"proud" occurs 47 times. In *every* case it's negative.
(Also, it's telling that the Father says of His Son, "This
is my son, in whom I am well pleased." He does not say,
"I'm proud of you, Son!")

That should tell us something about how our heavenly
Father views pride, and how deadly it is to our teaching

So how can you respond when people say nice things to you
about your classes or lessons? How do you reply when
people commend and praise you?

It's important to learn how to handle this. In fact, I
recommend you *practice* saying these things aloud, so it
comes easier when the moment comes.

Try saying these things as replies:

"I'm glad that God used me to refresh you and build you up."
"Praise the Lord for His work!"
"I'm sure God is pleased to see that you are growing in
"God is good."

Let's keep a sober view of ourselves. Check off your sins
against the 10 Commandments. How are you doing loving God
with your whole life? Your neighbor as yourself? How are
you doing controlling your tongue?

Part of keeping a sober view of ourselves is to find great
joy that our passionate, loving Lord is choosing to use us -
- terribly weak things -- for His glory.

Thursday, August 19, 2010

Don't Make This Mistake

Today I'd like to tell you about a mistake that I make far too often, so you can avoid it.

I often record my teaching and then listen to it the next day. (It's painful, but the best way I know to be in improvement mode.)

Here's the mistake I noticed I made several times in the past few months:

I asked one question right after another, and didn't leave any time to ponder and answer. I stacked up two, three, sometimes four question, bang, bang, bang, kapow! And these weren't rhetorical questions, either.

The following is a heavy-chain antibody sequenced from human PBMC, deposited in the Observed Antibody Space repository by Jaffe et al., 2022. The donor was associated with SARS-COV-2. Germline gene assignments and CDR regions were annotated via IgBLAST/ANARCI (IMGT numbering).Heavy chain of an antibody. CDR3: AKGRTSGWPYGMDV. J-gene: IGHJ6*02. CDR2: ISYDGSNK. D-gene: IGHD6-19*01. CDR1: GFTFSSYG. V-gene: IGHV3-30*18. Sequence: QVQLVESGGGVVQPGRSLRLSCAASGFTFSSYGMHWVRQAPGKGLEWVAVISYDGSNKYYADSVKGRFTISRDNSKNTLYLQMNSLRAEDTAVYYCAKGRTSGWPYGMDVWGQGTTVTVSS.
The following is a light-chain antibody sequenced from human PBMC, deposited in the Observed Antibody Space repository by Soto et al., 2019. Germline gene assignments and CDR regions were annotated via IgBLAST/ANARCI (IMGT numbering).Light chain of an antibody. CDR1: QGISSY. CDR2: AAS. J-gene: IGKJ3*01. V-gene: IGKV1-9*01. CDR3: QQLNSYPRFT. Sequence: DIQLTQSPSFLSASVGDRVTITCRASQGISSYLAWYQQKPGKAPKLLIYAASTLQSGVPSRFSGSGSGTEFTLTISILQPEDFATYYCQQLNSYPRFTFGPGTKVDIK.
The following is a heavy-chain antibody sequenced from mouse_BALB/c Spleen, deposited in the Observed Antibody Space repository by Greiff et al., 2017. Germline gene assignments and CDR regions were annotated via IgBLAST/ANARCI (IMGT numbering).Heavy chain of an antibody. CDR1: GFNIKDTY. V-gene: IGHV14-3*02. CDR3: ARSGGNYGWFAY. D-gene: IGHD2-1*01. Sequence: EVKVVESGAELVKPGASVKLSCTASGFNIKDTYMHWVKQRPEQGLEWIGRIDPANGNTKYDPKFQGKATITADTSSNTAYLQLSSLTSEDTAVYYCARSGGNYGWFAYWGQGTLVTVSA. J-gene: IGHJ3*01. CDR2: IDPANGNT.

After you ask a question, give your class or group time to respond.

Let me say that again (to myself!).

After you ask a question, give your class or group time to respond.

Tuesday, August 17, 2010

Four Prayer Request for Teachers

Though writing about preaching, I think these four key prayer requests from Joe McKeever are ideal for Bible teachers who want to see changed lives:

1) I never want to stand up to preach again without a good grasp of the Scripture. I'm tired of not being clear about the text in front of me.

2) I want the message from God to have a firm grasp on me, to grip my heart. I want to preach with genuine passion.

3) I want a good rapport with the congregation. I'm tired of that " glazed-over " look on the people's faces. I want to make contact with them, to communicate effectively.

4) I want to see lives changed. If the point of preaching is for the Word of God to make a difference in people, then it must be in order to ask the Father to give me success in doing it.

May each of us strive for a solid grasp on Scripture, an irrepressible grip of God on our hearts, growing skill as communicators, and for God to unleash his power in changing the lives of men, women, boys, and girls. Amen!

Sunday, August 15, 2010

Patient Instruction

I've received several notes recently from teachers struggling to remain patient with students who don't learn quickly, or seem interested in learning.

"1As a prisoner for the Lord, then, I urge you to live a life worthy of the calling you have received. 2Be completely humble and gentle; be patient, bearing with one another in love. 3Make every effort to keep the unity of the Spirit through the bond of peace. 4There is one body and one Spirit—just as you were called to one hope when you were called— 5one Lord, one faith, one baptism; 6one God and Father of all, who is over all and through all and in all."(Ephesians 4:1-6)